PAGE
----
In the world of top-flight blogging my current viewing total of 440,000 is nothing much. But for a trans blog, it is a significant total, and although the topic coverage has increasingly moved away from 'my journey' and 'being a woman', it remains a trans blog, and frequently touches on aspects of trans life. I don't think it matters much that I do it from a post-op, integrated-into-normal-life point of view. The key issues never go away.
So the fact that I have generated a decent-sized audience is a Good Thing - if you believe that articulate trans bloggers ought to carry on writing, and put the Educational Message across to the general public. Or putting it another way, ten million silent transitioners are never going to make an impact, whereas a few thousand with something to say stand a much better chance of gradually changing attitudes.
In fact I do have lots to say about what happens after the surgery is done. Four years ago, when still pre-op, I got into trouble with some other bloggers because I suggested that transition never really ended, certainly not with the surgery, and that one might continue with it to the end of one's life. I meant that one can never learn enough about the female role. I was shot down in flames for this. There were even mumblings that if I felt like that, I clearly wasn't ready for transition. I'd got it so wrong. Well, phooey. I'm here. I'm living a very happy life. A normal life. And yet despite that, I still think I was right about transition being an ongoing thing, never quite complete. Situations will always arise. And because of that, I will always have something to write about.
Perhaps one day the difficulties will vanish. That will be when the general public accepts trans people as a normal part of society - not worthy of special remark, just people like anybody else. Like one nowadays might accept anyone in a wheelchair. Or think nothing of people with red hair, or those who are left-handed. When that day comes (who knows, maybe in my own lifetime!) I will be reduced to posts on My Holiday In Brazil. Why Brazil? Because it features hugely in the annual record of transphobic murders. I dare not go there. Nobody like me would be wise to risk it. But if things ever change, I'd dearly like to visit Brazil, and post about it.
Blogger keeps automatic statistics for my blog, and the top ten posts since 2009 have certainly been clicked on often enough. The second most popular post has been looked at 3,300 times. Even the tenth most popular has had 900 viewings. But the most popular, published in 2011, three years ago, is way out ahead. It has had 52,000 viewings. In fact, roughly speaking, one in seven viewings since 2011 have been of this particular post.
I don't want to identify it. It's about the crass attitude of certain young men to a person who has a voice that suggests she might be trans. Its purpose was to ridicule these silly people, and defend their victim. Whether she is, or is not, trans is hardly the point. The bad attitudes are the point.
I had no idea that this post would prove so popular. At first I was pleased when it began to attract viewings. Aha, I thought, a lot of other people feel like me, that this lady is being unfairly scrutinised. Some of the comments seemed to come from those silly young men. I deleted those. Other comments were mature, and supportive of her. I left those in. I amplified the educational message by commenting myself. It's one of those posts where the commentary (mostly not mine) is more telling than the post itself.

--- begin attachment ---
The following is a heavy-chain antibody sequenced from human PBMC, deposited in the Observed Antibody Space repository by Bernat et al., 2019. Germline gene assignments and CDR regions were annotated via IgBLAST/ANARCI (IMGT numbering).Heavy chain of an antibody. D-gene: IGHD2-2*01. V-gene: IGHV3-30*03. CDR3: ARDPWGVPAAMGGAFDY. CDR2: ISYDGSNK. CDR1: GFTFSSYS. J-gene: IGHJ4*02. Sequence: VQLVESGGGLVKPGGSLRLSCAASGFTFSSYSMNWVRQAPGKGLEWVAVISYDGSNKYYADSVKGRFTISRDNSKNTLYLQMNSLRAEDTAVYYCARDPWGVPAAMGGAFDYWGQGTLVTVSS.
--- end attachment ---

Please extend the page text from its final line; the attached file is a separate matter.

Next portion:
If the post had garnered 2,000 viewings in its three years, I wouldn't be concerned. But 52,000! What's going on? Have I (and those who made positive comments) together crafted the Perfect Post, that collectively puts across a persuasive point of view? One that has attracted mass support among the intelligent and discerning? Or has it become a standard Must-View Big Laugh For The Lads? In the latter case, I'd think about killing the post stone dead.
The trouble is, you cannot know who is looking, and why.
I read the post again, just the other day. It defends the lady victim stoutly. It roundly castigates the childish stupidity of those lads. (I am assuming most were college students. Surely none were grown men, who should have known better?) It drums home the message that trans people, male or female, are normal people and require respect. That no speculation is ever necessary. And that it's a very big So What, the question whether somebody might be trans.
If I deleted the post, that defence, that castigation, that urging to show respect and not probe, all these things would be lost. The education of the public would be that much weakened.
And it would not just be my words. Other people contributed. It was a joint effort. Should I extinguish the sensible comments that my co-authors made?
And yet, every fresh viewing subjects this lady to a scrutiny that I am sure she would rather not have. That's where the moral problem comes in. Her reputation versus the ongoing value of the post. It is undeniably educational. Anyone going to it for a salacious laugh might well come away chastened and thoughtful. I don't want to kill off a post that does that.
Perhaps one day it will not be read so much, and the moral problem (as I see it) will reduce. The lady herself has not emailed me, begging me to take it down. If she did, I would. Perhaps she tacitly approves of it, and wants it left up there. Whatever the truth of this, it shows how one can, almost by accident, and certainly not by calculation, create something that has a life of its own.
Thank goodness that six out of seven viewings since 2011 have been directed towards something else, such as my caravanning adventures, or my handbag collection...fascinating stuff!